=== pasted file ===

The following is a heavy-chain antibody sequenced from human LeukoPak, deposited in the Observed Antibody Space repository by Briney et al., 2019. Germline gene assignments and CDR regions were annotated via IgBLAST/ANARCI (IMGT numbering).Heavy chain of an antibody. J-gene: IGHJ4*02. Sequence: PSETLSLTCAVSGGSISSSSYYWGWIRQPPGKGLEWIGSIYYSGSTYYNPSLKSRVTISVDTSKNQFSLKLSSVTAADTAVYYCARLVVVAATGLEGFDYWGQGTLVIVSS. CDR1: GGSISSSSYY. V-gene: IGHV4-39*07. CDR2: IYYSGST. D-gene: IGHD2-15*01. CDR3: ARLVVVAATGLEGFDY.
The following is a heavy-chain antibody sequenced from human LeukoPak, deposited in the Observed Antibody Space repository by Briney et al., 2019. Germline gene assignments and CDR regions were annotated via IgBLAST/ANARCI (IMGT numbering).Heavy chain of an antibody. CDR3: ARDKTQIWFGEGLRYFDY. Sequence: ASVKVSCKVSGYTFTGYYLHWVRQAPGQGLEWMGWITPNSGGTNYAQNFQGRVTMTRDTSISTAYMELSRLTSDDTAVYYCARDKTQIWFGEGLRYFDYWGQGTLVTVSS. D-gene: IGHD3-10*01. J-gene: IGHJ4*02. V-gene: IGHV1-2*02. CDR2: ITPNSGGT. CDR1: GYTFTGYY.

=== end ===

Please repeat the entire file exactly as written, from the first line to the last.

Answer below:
The following is a heavy-chain antibody sequenced from human LeukoPak, deposited in the Observed Antibody Space repository by Briney et al., 2019. Germline gene assignments and CDR regions were annotated via IgBLAST/ANARCI (IMGT numbering).Heavy chain of an antibody. J-gene: IGHJ4*02. Sequence: PSETLSLTCAVSGGSISSSSYYWGWIRQPPGKGLEWIGSIYYSGSTYYNPSLKSRVTISVDTSKNQFSLKLSSVTAADTAVYYCARLVVVAATGLEGFDYWGQGTLVIVSS. CDR1: GGSISSSSYY. V-gene: IGHV4-39*07. CDR2: IYYSGST. D-gene: IGHD2-15*01. CDR3: ARLVVVAATGLEGFDY.
The following is a heavy-chain antibody sequenced from human LeukoPak, deposited in the Observed Antibody Space repository by Briney et al., 2019. Germline gene assignments and CDR regions were annotated via IgBLAST/ANARCI (IMGT numbering).Heavy chain of an antibody. CDR3: ARDKTQIWFGEGLRYFDY. Sequence: ASVKVSCKVSGYTFTGYYLHWVRQAPGQGLEWMGWITPNSGGTNYAQNFQGRVTMTRDTSISTAYMELSRLTSDDTAVYYCARDKTQIWFGEGLRYFDYWGQGTLVTVSS. D-gene: IGHD3-10*01. J-gene: IGHJ4*02. V-gene: IGHV1-2*02. CDR2: ITPNSGGT. CDR1: GYTFTGYY.